SEOUL – Kia will keep the current Sedona minivan for at least another year, even though the Korean auto maker already has redesigned the rest of its model lineup.
A new Sedona is due either for the ’13 model year or calendar-year 2013, Kia Motors America’s Michael Sprague, vice president-marketing, tells Ward’s at a media event here.
There are several reasons for the holdup, he says. Kia’s design staff still is evaluating reaction to the boxy, wildly styled KV7 concept van that debuted at the North American International Auto Show in Detroit earlier this year, and the current Sedona that went on sale in early 2006 still is selling well.
“That (minivan) segment obviously is still very competitive, and we’re continuing to communicate (the current Sedona) is still a good value; we’re filling a void,” Sprague says, noting several brands have stopped offering a minivan.
Should Kia decide to build a production version of the KV7 concept, the brand still would offer the same value and functionality minivan buyers have come to expect from the current Sedona, he says.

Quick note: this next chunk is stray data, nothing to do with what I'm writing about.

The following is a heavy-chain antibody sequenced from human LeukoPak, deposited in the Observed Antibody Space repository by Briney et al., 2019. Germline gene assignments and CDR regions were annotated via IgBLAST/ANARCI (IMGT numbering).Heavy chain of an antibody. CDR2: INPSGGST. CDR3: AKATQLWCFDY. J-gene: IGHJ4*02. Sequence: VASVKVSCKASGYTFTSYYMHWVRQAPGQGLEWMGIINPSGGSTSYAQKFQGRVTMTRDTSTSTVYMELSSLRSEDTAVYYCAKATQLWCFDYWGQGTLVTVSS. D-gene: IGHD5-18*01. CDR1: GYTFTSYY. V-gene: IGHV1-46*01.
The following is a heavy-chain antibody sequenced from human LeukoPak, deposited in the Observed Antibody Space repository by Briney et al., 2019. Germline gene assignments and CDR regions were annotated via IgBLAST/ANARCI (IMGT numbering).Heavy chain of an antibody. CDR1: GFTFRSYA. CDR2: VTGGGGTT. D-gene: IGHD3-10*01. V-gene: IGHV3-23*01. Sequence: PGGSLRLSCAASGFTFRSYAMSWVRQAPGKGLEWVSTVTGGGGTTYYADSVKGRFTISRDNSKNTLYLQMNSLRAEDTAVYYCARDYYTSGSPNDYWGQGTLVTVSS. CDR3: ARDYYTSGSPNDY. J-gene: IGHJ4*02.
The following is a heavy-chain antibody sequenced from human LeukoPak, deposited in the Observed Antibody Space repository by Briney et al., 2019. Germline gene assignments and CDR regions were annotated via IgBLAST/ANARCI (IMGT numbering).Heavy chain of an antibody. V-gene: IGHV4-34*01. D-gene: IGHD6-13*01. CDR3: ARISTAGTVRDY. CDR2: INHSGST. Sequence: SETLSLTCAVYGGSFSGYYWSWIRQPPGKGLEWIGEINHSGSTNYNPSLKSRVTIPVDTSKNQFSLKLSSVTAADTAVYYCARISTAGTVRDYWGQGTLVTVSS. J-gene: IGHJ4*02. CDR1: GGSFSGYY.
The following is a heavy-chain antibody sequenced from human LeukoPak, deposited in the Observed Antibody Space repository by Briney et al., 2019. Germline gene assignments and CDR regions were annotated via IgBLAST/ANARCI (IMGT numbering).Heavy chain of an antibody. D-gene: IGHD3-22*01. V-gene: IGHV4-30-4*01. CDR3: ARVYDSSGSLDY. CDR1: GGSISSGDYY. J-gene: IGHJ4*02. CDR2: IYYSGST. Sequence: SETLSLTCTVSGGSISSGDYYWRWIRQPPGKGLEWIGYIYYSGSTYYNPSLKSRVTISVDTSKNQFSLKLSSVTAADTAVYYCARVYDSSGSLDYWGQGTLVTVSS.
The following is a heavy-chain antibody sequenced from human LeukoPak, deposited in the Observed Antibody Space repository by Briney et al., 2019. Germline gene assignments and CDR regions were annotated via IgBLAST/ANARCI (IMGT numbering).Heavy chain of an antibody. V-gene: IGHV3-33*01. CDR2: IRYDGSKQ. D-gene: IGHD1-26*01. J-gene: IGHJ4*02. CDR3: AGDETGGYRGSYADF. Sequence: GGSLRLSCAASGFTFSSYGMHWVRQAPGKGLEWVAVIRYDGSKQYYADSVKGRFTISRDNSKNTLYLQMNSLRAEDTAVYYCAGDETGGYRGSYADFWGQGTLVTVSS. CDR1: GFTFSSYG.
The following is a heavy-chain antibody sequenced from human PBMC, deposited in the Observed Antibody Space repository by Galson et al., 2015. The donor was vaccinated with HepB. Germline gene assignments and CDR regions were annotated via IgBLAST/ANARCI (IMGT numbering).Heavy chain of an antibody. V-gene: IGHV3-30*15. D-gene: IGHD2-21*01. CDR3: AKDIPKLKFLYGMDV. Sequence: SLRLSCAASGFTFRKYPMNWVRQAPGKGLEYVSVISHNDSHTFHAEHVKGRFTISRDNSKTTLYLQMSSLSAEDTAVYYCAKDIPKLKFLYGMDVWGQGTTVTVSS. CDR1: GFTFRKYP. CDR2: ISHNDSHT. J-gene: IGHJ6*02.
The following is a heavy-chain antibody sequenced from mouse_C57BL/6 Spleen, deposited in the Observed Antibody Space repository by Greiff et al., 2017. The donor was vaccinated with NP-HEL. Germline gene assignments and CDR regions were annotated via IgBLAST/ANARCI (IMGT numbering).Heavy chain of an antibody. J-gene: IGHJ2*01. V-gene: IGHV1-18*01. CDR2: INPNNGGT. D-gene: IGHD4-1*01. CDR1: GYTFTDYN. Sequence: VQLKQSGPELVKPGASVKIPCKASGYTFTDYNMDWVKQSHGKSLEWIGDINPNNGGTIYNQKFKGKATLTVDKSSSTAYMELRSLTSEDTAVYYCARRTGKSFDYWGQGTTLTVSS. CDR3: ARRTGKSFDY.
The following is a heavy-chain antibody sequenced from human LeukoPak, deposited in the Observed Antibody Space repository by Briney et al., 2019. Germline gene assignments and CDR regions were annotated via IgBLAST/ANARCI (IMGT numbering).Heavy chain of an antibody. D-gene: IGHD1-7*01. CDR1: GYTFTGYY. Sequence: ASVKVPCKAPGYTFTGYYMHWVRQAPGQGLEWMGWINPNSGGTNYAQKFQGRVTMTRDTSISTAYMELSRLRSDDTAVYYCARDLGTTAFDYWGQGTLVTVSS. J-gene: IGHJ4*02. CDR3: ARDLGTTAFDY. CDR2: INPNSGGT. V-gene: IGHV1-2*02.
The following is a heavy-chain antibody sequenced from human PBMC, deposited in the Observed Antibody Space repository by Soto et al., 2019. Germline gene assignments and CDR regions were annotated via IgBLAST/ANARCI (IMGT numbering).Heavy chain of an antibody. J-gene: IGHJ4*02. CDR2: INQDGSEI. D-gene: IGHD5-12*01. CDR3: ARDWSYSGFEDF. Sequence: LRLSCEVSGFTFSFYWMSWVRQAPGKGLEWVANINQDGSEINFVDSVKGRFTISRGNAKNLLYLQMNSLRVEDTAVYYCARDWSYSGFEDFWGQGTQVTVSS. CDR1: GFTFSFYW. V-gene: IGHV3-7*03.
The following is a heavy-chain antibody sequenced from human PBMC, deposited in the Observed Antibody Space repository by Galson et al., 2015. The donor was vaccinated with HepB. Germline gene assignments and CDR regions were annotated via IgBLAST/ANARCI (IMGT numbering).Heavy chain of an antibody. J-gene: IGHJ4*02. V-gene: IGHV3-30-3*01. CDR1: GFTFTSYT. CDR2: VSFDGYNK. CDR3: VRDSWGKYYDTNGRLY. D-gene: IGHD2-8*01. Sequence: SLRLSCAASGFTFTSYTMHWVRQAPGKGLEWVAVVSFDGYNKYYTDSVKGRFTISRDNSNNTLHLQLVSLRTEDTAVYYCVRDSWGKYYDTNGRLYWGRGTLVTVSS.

While the current Sedona is less-costly for buyers than most competing minivans, Sprague says value to Kia does not mean “cheap,” but rather better looks and features at the same or lower price than the competition.
“Value (to consumers) used to be just price and now is ‘What am I actually getting for the money I spend?’” he says. “(A Kia vehicle is) going to be a great design, filled with technology, with safety; have the quality, the warranty – that’s the story we’re going to continue to make.”
While a Sedona replacement is in sight, the next-generation Amanti, Kia’s largest car, is in question.
Sprague says a U.S. version of the Kia Cadenza/K7 large front-wheel-drive sedan, essentially the next-generation Amanti, has no introduction date, at least from KMA’s standpoint.
The Korean parent previously targeted a 2011 launch, but Sprague told Ward’s earlier this year that 2012 was more likely.
However, he now declines to provide a date for the large car’s U.S. launch, as Kia concentrates on gaining a bigger foothold in the midsize-sedan segment with the new Optima.
“(The Cadenza/K7 is) a great car, a great package,” Sprague says. “But we’re continuing to study to determine what would be the appropriate timing in the U.S.”